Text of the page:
- ROI—Return on Investment. ROI is used to measure how much money is being made compared to the money spent (in marketing, sales, etc.).
- EOD—End of Day. This is an easy one, commonly used in email subject lines like, “Urgent: Please review by EOD.”
- COB—Close of Business. With an ever-changing standard of when the work day really ends, close of business or COB usually refers to the end of your company’s normal business hours.
- B2B—Business to Business. Just like it sounds, B2B is when products or services are offered by businesses for businesses.
- B2C—Business to Consumer. B2C is when businesses target their products and services at individual consumers rather than organizations or companies.
- CSS—Cascading Style Sheet. CSS files define a website’s style—from the font to the colors and layout.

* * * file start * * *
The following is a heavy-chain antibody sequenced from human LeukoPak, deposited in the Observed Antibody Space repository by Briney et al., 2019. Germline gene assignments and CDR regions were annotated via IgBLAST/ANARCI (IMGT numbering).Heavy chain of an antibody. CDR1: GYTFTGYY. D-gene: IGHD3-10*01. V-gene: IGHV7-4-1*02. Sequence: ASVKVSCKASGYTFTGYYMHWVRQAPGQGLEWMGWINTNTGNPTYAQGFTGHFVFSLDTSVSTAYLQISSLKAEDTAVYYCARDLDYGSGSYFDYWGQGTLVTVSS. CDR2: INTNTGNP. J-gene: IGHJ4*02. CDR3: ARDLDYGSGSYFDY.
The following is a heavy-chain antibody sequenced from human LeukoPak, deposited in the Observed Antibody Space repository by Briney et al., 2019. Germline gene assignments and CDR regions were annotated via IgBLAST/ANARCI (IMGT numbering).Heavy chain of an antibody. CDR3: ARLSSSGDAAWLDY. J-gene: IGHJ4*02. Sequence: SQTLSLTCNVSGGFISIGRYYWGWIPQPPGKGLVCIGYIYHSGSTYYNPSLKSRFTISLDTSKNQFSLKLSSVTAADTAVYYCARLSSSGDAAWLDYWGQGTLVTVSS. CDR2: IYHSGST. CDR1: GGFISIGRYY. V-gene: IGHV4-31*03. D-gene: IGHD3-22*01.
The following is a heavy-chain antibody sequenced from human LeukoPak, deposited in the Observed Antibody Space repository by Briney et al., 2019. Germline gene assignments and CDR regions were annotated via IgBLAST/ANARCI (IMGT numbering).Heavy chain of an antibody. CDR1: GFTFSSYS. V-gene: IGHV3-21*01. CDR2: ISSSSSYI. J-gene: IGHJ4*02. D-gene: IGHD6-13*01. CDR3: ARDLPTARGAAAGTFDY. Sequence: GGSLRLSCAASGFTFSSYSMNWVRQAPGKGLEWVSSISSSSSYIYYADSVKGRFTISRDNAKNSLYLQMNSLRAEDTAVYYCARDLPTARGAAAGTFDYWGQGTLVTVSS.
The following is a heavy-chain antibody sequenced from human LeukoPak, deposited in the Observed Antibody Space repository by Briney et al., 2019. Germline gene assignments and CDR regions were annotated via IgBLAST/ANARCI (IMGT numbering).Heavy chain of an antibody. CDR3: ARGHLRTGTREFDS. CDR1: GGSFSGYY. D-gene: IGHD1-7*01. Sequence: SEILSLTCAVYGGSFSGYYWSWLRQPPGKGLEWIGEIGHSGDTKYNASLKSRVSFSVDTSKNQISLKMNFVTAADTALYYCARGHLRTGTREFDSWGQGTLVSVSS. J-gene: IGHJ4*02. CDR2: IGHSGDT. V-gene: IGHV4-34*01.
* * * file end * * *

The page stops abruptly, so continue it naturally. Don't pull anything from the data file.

- CRM—Customer/Constituent Relationship Management. CRMs help you keep track of your prospects so you know who has been contacted, when (if) they responded, as well as when you should next reach out.
- CMS—Content Management System. A CMS helps ordinary marketers and business owners edit their websites without having to touch a line of code (unless you want to). Some of the most popular CMS include WordPress, Squarespace, Magnolia and Weebly.
- EMS—Email Marketing System/Software/Solution. An EMS functions much like a CMS where you don’t have to be a programmer to develop beautiful HTML emails.
- HTML—Hypertext Markup Language. Web pages are made up of HTML These files tell web browsers how the website is structured and how it should be displayed.